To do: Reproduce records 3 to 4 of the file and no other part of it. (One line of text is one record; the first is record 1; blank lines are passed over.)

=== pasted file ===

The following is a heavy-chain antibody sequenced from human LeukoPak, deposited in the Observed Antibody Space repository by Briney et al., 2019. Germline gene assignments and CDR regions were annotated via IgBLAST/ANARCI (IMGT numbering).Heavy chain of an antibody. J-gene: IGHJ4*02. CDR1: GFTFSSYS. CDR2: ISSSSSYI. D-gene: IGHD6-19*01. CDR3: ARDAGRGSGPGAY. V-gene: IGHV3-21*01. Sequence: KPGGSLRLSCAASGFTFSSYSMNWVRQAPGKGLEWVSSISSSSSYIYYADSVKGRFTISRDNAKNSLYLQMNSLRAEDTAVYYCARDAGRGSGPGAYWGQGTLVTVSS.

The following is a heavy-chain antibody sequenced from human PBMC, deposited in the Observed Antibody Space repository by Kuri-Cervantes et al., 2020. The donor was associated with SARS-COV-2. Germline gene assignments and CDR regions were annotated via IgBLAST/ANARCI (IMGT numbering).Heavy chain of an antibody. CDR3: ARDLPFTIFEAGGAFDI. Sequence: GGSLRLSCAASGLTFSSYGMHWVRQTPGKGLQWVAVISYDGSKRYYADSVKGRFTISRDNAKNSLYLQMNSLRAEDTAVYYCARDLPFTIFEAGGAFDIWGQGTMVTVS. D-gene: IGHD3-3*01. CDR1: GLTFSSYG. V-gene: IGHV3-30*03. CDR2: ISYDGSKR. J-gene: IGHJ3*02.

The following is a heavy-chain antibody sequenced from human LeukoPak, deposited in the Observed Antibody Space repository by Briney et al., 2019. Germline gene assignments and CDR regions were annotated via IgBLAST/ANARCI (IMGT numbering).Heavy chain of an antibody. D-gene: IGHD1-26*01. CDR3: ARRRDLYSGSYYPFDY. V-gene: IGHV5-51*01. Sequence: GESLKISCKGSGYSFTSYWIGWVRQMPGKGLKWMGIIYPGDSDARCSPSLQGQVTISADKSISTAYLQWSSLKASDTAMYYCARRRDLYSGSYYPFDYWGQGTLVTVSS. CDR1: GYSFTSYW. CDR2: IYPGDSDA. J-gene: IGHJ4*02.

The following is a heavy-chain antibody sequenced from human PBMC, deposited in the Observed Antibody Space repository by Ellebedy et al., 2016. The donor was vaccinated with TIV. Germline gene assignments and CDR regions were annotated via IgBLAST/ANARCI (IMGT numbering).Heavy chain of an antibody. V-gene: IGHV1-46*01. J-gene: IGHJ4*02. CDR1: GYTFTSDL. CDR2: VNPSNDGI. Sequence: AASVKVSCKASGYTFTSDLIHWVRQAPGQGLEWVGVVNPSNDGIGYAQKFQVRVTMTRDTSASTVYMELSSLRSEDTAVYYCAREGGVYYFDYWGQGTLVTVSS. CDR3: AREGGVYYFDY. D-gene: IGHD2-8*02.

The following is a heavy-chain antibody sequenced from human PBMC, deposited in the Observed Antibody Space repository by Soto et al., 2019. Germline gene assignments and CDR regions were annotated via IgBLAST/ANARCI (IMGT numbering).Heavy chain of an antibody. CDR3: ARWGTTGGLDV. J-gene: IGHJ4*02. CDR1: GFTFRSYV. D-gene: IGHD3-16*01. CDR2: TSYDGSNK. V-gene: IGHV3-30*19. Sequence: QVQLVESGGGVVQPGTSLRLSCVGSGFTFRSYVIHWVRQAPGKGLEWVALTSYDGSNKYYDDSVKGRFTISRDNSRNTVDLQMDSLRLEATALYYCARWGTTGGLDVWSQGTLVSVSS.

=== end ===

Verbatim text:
The following is a heavy-chain antibody sequenced from human LeukoPak, deposited in the Observed Antibody Space repository by Briney et al., 2019. Germline gene assignments and CDR regions were annotated via IgBLAST/ANARCI (IMGT numbering).Heavy chain of an antibody. D-gene: IGHD1-26*01. CDR3: ARRRDLYSGSYYPFDY. V-gene: IGHV5-51*01. Sequence: GESLKISCKGSGYSFTSYWIGWVRQMPGKGLKWMGIIYPGDSDARCSPSLQGQVTISADKSISTAYLQWSSLKASDTAMYYCARRRDLYSGSYYPFDYWGQGTLVTVSS. CDR1: GYSFTSYW. CDR2: IYPGDSDA. J-gene: IGHJ4*02.

The following is a heavy-chain antibody sequenced from human PBMC, deposited in the Observed Antibody Space repository by Ellebedy et al., 2016. The donor was vaccinated with TIV. Germline gene assignments and CDR regions were annotated via IgBLAST/ANARCI (IMGT numbering).Heavy chain of an antibody. V-gene: IGHV1-46*01. J-gene: IGHJ4*02. CDR1: GYTFTSDL. CDR2: VNPSNDGI. Sequence: AASVKVSCKASGYTFTSDLIHWVRQAPGQGLEWVGVVNPSNDGIGYAQKFQVRVTMTRDTSASTVYMELSSLRSEDTAVYYCAREGGVYYFDYWGQGTLVTVSS. CDR3: AREGGVYYFDY. D-gene: IGHD2-8*02.